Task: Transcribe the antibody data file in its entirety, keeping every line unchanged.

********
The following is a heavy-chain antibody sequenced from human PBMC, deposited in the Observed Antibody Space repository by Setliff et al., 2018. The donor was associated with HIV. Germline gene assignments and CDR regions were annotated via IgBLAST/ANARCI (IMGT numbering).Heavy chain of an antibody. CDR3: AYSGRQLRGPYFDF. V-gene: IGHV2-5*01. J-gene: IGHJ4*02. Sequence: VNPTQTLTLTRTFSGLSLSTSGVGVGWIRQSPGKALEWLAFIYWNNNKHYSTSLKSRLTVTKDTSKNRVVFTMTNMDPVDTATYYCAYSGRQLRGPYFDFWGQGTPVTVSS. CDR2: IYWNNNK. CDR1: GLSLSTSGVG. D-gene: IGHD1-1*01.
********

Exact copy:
The following is a heavy-chain antibody sequenced from human PBMC, deposited in the Observed Antibody Space repository by Setliff et al., 2018. The donor was associated with HIV. Germline gene assignments and CDR regions were annotated via IgBLAST/ANARCI (IMGT numbering).Heavy chain of an antibody. CDR3: AYSGRQLRGPYFDF. V-gene: IGHV2-5*01. J-gene: IGHJ4*02. Sequence: VNPTQTLTLTRTFSGLSLSTSGVGVGWIRQSPGKALEWLAFIYWNNNKHYSTSLKSRLTVTKDTSKNRVVFTMTNMDPVDTATYYCAYSGRQLRGPYFDFWGQGTPVTVSS. CDR2: IYWNNNK. CDR1: GLSLSTSGVG. D-gene: IGHD1-1*01.